We Want Freedom
A Life in the Black Panther Party
Mumia Abu-Jamal; Kathleen Cleaver (Introduction)Pages: 264
Release Date: 2004-04-01
“Writing from the barren confines of his death row cell, Mumia Abu-Jamal provides a remarkable testament about the Black Panther Party.… His frank vignettes of unforgettable encounters—with fellow members, hostile opponents, larger-than-life Panther leaders, and brutal police—are a sheer delight to read.”—Kathleen Cleaver, from the Introduction
As a young Black Panther, Mumia Abu-Jamal helped found the Philadelphia branch, wrote for the newspaper, and began his life-long fight for freedom. In We Want Freedom, Mumia combines his memories of day-to-day life in the Party with analysis of the history of Black liberation struggles. The result is a vivid and compelling picture of the Black Panther Party.
Applying his poetic voice and unsparing critical gaze, Mumia examines one of the most revolutionary and most misrepresented groups in the United States. His in-depth investigation of government intervention in progressive movements, especially the deadly effects of COINTELPRO, provides timely lessons in the USA PATRIOT Act era.
We Want Freedom focuses on the men and women who were the Party, as much as on the leadership. By locating the Black Panthers in a struggle centuries old—and in the personal memories of a young man—Mumia Abu-Jamal helps us to understand freedom.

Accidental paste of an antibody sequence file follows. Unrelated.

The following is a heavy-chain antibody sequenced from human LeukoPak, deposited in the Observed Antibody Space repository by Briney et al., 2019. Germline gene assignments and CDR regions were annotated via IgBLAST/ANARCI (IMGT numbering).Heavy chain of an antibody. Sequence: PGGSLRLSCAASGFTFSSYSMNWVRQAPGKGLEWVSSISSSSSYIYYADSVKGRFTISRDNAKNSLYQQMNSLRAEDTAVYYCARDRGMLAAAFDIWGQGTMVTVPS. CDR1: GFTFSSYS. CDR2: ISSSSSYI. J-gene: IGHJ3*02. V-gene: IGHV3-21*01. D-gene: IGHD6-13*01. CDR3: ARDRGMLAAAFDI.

December 6, 2005
Breaking News: A Victory—Time to win this one! And Bring Mumia home
From the office of Robert Bryan, esq.
Dear Friends and Supporters: Today the United States Court of Appeals for the Third Circuit issued the most important decision affecting my client, Mumia Abu-Jamal, since the lower federal court ruling in December 2001. An order was issued this morning that the court will accept for review the following issues, all of which are of enormous constitutional significance and go to the very essence of Mumia's right to a fair trial due process of law, and equal protection of the law under the Fifth, Sixth and Fourteenth Amendments to the U.S. Constitution:
- Claim 14: Whether appellant was denied his constitutional rights due to the prosecution's trial summation.
- Claim 16: Whether the Commonwealth's use of peremptory challenges at trial violated appellant's constitutional rights under Batson v. Kentucky, 476 U.S. 79 (1986).
- Claim 29: Whether appellant was denied due process during post-conviction proceedings as a result of alleged judicial bias.
Claim 16 concerns the prosecutorial use of racism in jury selection. The record establishes beyond question that racism is a m...